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Maryland is now the 19th state with a law against shackling pregnant women.

The law aims to protect women and teens from the unsafe and needlessly traumatic use of restraints during pregnancy, labor and childbirth, and postpartum recovery.

It sets new standards for every prison, jail, and juvenile detention facility in the state to follow.

Rebecca Swope gave birth when she was incarcerated in Maryland nine years ago. She reflects on what passage of the bill means to her:

Over the years, I was never able to grieve or heal from the trauma because it was still happening to other women. Now, for the first time in nine years, I finally have been able to shed tears knowing that Maryland has stood up and said this barbaric practice must end. Nothing will change my only birthing experience but hearing the voices of Marylanders calling for change is healing for me, more so than you can ever imagine. Now I will work to support other women who have endured what I did in order to unite as survivors - our trauma will not define our future.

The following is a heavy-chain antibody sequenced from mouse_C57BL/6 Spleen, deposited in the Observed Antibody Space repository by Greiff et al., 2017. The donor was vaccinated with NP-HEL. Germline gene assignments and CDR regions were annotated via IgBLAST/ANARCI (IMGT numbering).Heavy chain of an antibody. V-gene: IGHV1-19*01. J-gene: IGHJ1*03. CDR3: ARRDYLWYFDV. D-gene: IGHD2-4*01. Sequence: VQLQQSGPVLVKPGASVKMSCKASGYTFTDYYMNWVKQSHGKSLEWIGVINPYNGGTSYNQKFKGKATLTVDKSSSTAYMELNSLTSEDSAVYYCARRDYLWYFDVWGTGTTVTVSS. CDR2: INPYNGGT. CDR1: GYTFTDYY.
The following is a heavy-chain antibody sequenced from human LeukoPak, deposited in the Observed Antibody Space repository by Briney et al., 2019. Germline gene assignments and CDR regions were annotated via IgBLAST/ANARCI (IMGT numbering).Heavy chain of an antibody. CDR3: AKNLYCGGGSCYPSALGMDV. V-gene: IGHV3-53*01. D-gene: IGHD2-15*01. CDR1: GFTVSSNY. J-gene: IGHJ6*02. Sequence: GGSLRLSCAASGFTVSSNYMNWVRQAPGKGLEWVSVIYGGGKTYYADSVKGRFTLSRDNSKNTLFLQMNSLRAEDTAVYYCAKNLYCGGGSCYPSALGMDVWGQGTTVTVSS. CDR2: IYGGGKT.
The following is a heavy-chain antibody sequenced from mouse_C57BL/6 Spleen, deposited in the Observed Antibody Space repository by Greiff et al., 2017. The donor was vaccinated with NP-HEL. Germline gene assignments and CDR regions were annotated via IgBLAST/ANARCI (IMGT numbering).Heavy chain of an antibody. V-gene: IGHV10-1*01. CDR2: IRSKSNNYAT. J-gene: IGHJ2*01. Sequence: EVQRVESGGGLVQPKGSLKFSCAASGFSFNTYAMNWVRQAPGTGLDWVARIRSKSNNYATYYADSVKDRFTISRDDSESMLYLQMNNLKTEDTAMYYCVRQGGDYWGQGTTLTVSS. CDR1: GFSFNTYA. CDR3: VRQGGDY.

Swope turned her painful personal experience into effective activism, testifying before the Legislature and working with Power Inside and the ACLU on an impressive campaign that drew together formerly incarcerated women with civil rights organizations and medical professionals.

The campaign garnered attention from traditional media and used “DIY” testimonials, videos, and social media to get women’s stories into the debate, as well as fielding a petition to educate the public and document support for changing the way that prisons and jails treat pregnant women.

Legislators responded with unanimous votes in favor of the bill.

Now that the law will be taking effect, Swope reminds us:

There is still work ahead in regards to accountability, education and monitoring for the state and for support and healing of the trauma for the women who have endured this horrific practice.

Monitoring and enforcement are key to successful implementation of laws against shackling. Experience in California and Texas shows that local jails can be slow to comply with new state statutes, or ignore them altogether.

Governor O’Malley signed the bill earlier this month without news coverage. Thanks to Jacqueline Robarge of Power Inside for letting us know!

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